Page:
For years I have listened to parents’ tales of wasted time and money as they shifted from one therapist to another, one residential treatment program to another without experiencing the progress they anticipated. What parents don’t know costs them big time. Tens of thousands of dollars in expensive, non-evidence based treatments along with countless hours searching generic databases that don’t really help someone understand the differences in care and how to tell good interventions from bad.
Yes, this happens to be one of the services Fonthill Counseling provides but even if you do not use us, take these suggestions to heart. We offer a free consultation and will help you determine if higher level of care like residential treatment is even a good fit for your struggling teen or young adult child.
1. Professional Advisement
Chances are, if you’ve ever bought a house or had surgery, you consulted with a professional within the respective industry. So what do parents think when they start their online searching for treatment options? Do they honestly think they know how to determine the quality, effectiveness and safety of a program from reading through a website or spending 10 min on the phone with an ‘admissions counselor?’ There is WAY more to choosing any sort of therapeutic intervention than the list your insurance provides or what you find on Psychology Today.
A high quality professional advisor (aka Educational Consultant or Therapeutic Placement Consultant) will know if insurance will cover expenses AND (…and this is the important part) how to actually GET insurance to pay. They know when a kid is appropriate to remain at home and start/continue with outpatient therapy and when they are no longer appropriate for home and need a higher level of care. They will also know the positives and negatives of programs that are clinically, financially and logistically the best fit for your loved one. One program we worked with for years had lots of staff turnover which resulted in 2 suicides in close succession. We no longer refer to them. Guess what? That program does not advertise about the suicides.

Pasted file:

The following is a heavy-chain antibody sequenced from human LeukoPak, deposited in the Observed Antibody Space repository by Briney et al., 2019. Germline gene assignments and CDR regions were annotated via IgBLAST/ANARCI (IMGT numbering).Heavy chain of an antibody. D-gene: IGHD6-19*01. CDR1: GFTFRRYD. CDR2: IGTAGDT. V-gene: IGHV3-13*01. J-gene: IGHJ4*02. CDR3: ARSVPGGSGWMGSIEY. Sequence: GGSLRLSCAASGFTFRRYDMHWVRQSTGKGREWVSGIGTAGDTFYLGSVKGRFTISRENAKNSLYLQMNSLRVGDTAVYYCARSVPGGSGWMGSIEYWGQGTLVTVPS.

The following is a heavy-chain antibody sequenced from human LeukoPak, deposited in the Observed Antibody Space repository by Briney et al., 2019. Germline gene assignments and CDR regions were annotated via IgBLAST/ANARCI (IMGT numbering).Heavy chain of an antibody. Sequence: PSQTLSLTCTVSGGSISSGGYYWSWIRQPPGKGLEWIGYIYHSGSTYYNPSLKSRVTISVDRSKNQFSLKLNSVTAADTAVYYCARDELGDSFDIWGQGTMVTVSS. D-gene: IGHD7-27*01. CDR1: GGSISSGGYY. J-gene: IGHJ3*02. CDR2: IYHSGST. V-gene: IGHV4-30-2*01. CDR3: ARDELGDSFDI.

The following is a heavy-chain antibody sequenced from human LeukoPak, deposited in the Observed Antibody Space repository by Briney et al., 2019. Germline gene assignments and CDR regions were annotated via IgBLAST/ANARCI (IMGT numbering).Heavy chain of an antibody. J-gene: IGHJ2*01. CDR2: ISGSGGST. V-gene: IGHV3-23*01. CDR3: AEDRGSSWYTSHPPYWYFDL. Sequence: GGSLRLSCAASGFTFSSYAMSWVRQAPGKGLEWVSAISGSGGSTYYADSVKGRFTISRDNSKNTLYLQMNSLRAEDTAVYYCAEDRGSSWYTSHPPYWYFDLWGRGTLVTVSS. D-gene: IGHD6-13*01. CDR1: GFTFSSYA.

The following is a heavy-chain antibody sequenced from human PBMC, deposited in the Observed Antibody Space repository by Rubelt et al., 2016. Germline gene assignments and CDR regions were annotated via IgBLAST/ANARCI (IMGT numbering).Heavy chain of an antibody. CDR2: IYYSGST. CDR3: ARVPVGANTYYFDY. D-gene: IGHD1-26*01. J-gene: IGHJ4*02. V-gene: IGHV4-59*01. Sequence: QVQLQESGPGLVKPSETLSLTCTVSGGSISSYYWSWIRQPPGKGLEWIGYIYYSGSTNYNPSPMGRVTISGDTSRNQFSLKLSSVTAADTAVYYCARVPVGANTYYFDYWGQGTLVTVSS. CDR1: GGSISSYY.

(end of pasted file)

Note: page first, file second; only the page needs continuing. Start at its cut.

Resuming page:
Even if you are just doing preliminary search to see what might be available for your acting out son or daughter, whether you’re thinking about therapeutic boarding school, residential treatment for substance abuse or an eating disorder, or you’re looking for a treatment program for depression or anxiety, find a professional.
WARNING! Stay away from any ‘professional’ that is offering advice for residential treatment, therapeutic boarding school or a therapeutic wilderness program but does not have any clinical credentials. Look for professionals that have at least a master’s degree in counseling, psychology, social work or marriage and family therapy. Also, and this is REALLY important, make sure they are licensed in some clinical field (Licensed Professional Counselor, Licensed Clinical Social Worker, Licensed Marriage and Family Therapist, etc.). Many, many professionals are providing advice without really having a formal, clinical background.
Every parent asking us for help starts out by saying their highest priority is ‘quality’ or ‘effectiveness.’ But once we start drilling down into details, reality mandates compromise. One of the biggest realities is cost. Cost matters… and it should. It’s not healthy, and certainly not necessary, for parents to think it’s appropriate to spend any amount to fix a problem. Residential treatment can cost between $400 per day up to $80,000 per month. Insane. What many parents don’t realize is the ‘retail price’ quoted by a treatment program admission counselor (…price is almost never posted on their website) is often not set in stone.
Let me explain. If a parent calls Fonthill Counseling and needs to find an eating disorder program in the mid-West for their college-aged daughter, it’s likely we’ll contact Timberline Knolls (pretty good program located in Illinois). If the parent calls Timberline directly, they’ll get a daily or monthly rate quoted to them with a minimum length of stay. Now, if Fonthill Counseling calls, we can negotiate a lower rate along with other accommodations (ie. single vs double room, admission date, etc.). Most programs also have ‘scholarships’ or supportive funding they can tap when their numbers are low. They’d rather have full client roster but less income per person rather than few clients and even less income since their overhead costs do not change much based on census.